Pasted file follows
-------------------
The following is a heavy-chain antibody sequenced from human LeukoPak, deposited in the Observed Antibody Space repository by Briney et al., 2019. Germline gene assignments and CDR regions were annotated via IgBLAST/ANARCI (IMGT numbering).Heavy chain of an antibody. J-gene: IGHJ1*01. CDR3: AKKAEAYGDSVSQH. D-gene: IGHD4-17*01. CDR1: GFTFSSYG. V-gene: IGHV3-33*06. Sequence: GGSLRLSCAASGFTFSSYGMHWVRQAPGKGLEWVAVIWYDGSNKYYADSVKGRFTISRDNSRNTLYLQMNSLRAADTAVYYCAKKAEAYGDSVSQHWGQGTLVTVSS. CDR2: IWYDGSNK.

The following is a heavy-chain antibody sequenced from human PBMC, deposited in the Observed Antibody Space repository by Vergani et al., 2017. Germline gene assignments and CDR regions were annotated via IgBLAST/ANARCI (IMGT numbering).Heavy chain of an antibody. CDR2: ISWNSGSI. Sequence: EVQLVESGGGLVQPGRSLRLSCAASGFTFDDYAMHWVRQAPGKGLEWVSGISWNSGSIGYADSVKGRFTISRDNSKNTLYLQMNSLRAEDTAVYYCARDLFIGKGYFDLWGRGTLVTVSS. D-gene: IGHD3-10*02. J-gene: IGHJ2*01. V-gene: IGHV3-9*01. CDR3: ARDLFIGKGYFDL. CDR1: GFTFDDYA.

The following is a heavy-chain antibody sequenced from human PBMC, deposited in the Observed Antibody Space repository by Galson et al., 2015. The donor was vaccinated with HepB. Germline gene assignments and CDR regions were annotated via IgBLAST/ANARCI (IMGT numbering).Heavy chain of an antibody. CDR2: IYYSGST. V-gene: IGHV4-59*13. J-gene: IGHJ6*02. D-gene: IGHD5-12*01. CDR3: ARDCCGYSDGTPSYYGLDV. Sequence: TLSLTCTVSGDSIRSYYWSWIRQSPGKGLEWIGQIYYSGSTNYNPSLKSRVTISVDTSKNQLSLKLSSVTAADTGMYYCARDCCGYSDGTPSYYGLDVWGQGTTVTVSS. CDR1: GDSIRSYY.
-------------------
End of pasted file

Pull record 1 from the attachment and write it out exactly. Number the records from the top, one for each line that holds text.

The following is a heavy-chain antibody sequenced from human LeukoPak, deposited in the Observed Antibody Space repository by Briney et al., 2019. Germline gene assignments and CDR regions were annotated via IgBLAST/ANARCI (IMGT numbering).Heavy chain of an antibody. J-gene: IGHJ1*01. CDR3: AKKAEAYGDSVSQH. D-gene: IGHD4-17*01. CDR1: GFTFSSYG. V-gene: IGHV3-33*06. Sequence: GGSLRLSCAASGFTFSSYGMHWVRQAPGKGLEWVAVIWYDGSNKYYADSVKGRFTISRDNSRNTLYLQMNSLRAADTAVYYCAKKAEAYGDSVSQHWGQGTLVTVSS. CDR2: IWYDGSNK.